Once it gets to be September the basil production slows down and I steel myself for the day when I have to cut down the basil and make my final mass production of pesto to freeze for the winter. Usually buy this time I already have a dozen or so packages in the freezer. These October bags are my insurance that I will have enough pesto to last until I have fresh basil next June.
So yes, cleaning out the basil and making the pesto is indeed a fall fix-up.
Here's the scoop.
Chop off the basil at the base. Gather it all up and lay it on the table. Take a picture.
This summer two of my plants only produced through July. At this point I am glad. There are a lot of basil leaves to pick off here.
Pick off all the leaves. Put them in a pile on the table. Take a picture.
Fill the sink halfway with water. Dump all the basil in the water and let soak long enough for any dirt or bugs on the leaves washes off. If you are like me you may forget you have basil soaking and come back to it several hours later. Drain all the basil in a colander and follow my the instructions from my previous pesto making post for drying the leaves.
Put back on the table . . . because there is not a bowl big enough to hold them.
Make your pesto. This basil turned out to be just the right amount for 15 recipes.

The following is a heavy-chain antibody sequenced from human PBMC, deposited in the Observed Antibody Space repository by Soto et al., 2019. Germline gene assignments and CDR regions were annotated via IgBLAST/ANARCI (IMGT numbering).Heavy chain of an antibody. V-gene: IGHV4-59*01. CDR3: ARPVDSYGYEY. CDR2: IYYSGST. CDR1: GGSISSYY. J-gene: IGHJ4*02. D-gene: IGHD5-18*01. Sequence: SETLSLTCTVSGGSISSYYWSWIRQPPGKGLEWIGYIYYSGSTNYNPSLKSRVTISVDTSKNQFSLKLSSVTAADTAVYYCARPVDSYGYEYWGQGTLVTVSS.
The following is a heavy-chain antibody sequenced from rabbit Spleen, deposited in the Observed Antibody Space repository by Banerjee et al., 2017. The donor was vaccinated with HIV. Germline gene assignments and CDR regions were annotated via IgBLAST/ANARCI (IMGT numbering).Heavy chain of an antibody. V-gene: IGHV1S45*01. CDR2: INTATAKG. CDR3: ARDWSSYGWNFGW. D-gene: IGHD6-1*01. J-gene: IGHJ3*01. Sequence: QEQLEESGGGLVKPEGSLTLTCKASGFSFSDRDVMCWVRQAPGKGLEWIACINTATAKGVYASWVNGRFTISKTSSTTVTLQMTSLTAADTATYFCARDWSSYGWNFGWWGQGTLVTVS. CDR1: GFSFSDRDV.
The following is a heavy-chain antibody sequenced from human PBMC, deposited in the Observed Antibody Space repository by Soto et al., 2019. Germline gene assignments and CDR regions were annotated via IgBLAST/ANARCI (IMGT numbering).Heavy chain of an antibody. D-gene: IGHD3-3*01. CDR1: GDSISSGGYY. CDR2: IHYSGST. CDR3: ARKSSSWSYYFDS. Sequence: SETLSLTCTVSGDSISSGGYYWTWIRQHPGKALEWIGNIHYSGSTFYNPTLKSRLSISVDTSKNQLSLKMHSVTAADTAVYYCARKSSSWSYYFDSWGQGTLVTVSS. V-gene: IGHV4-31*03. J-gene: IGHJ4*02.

Put the bowl on the table and take a picture.
This is what 15 cups of pesto looks like.
To freeze the pesto this is what I do. (I don't know what other people do. This method works for me so I haven't bothered to investigate what other ideas are out there. )
Measure 1 cup (or however much you want) of pesto into each bag. I just use the ziplock sandwich bags. You want the bags to stay vertical because if you lay them flat the weight of the bags causes the oil to seep out of the bottom bags. You want the bags to freeze as flat as possible while remaining vertical. To do this, put them in a box or plastic bin and then put them in the freezer.
Once they are frozen take them out of the box and put them in a freezer safe bags. Just fit in as many as you can into whatever size freezer bags you have. When you want some pesto, take out a bag! It doesn't take long at all to thaw - less than an hour.
Note: I have read that pesto freezes for up to 6 months. I have kept it frozen for up to 9 months with no problems.
When the pesto is thawed you can unzip it and spoon it out. What I usually do is cut the tip off one of the bottom corners and squeeze it out like icing.
In case you're wondering, here are some ways you can use pesto:
mixed with balsamic vinegar and olive oil for salad dressing
in soup (or any recipe that calls for basil)
on spaghetti squash
mashed with white beans for a tasty dip or spread
mix into butter
mix with cream for creamy pesto sauce
in potato salad
on sweet potatoes
on butternut squash
by the spoonful
oh heck - just look here for 50 ways to use pesto.
Make something wonderful today!
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